There's no industry where the adjective 'niche' is used so often as in perfumery. But what is the definition of niche? What does it stand for? Does it equal better and more expensive?
In my search for fine fragrances for our new scent store, I came to realize that 'niche' isn't always that niche.
What is Niche?
According to the dictionary, the adjective “niche” denotes or relates to products, services, or interests that appeal to a small, specialized section of the population.
What that basically means to me is that niche means ‘different’, not wanting to please everyone. The definition doesn’t say anything about price or quality, however.
What does it mean for perfumery? It seems like the perfume industry has really embraced this adjective, making it the new buzzword. I don’t know any other industry where the adjective “niche” is used so often. I’ve never heard of niche restaurants, hairdressers, DJ’s or shoe stores for instance.
When I decided to quit my job as customer experience manager for an international company to set up our own perfume store, a whole new world of niche and less niche perfume houses opened up to me.
Of course, there are the mainstream brands we all know, which you’ll find in almost every department store or perfume chain store. Most of those luxury (designer) brands launch perfumes, just as they do bags and accessories, to give people the chance to buy into their brand, and basically, to increase their revenue. Big marketing budgets are spent to determine the formulas that will appeal to a broader public, and even more is spent on luxurious campaigns with famous models or actors, to add extra appeal to their fragrances. Once they have a winner, they create endless variations of the perfume in order to please even more people.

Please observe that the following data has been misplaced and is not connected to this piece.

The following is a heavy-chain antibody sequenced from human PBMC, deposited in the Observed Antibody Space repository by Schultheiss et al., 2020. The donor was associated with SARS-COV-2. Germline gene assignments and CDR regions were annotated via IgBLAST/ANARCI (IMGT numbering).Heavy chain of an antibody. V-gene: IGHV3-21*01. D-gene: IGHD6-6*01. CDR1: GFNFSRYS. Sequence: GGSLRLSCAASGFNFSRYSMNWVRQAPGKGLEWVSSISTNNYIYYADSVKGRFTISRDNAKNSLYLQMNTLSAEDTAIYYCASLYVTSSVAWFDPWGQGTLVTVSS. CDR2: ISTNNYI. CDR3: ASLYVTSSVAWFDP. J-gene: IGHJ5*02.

Although some great and iconic perfumes, like Fahrenheit by Dior, Bel Ami by Hermes, or Femme by Rochas, would probably never have seen the light without these luxury concerns, it’s fair to say you can’t exactly call them ‘niche’.
Still, the rise of niche didn’t go unnoticed to the designer brands. They’ve tried to catch up with this trend and introduced more exclusive lines like Armani Privé and Dior Collection Privée, trying to get their share of the niche market.
What about perfume brands like Guerlain, Acqua di Parma or even Tom Ford?
For these brands, perfume isn’t just a lucrative side product, but are they niche? All belong to international luxury concerns such as LMVH or Estée Lauder. Today, you’ll find them in every medium or large city worldwide, offering 70 or more different fragrances, something for every taste. More exclusive, more expensive, but niche?
avant garde brands
It becomes even more difficult with avantgarde brands like Comme des Garcons or Maison Martin Margiela. It’s true their perfumes aren’t exactly crowd pleasers, but again, both belong to international concerns and are, although more selective, widely accessible across the globe.
My search went on, considering brands like Frederic Malle, Le Labo, Maison Francis Kurkdjian and Byredo. Luxurious and exclusive indeed, but again: each has released over 40 different fragrances, and yes, they’re all part of international concerns.
my definition of niche
Defining niche turned out to become quite confuse. It seemed like there wasn’t really a clear line on what you could call niche and what not.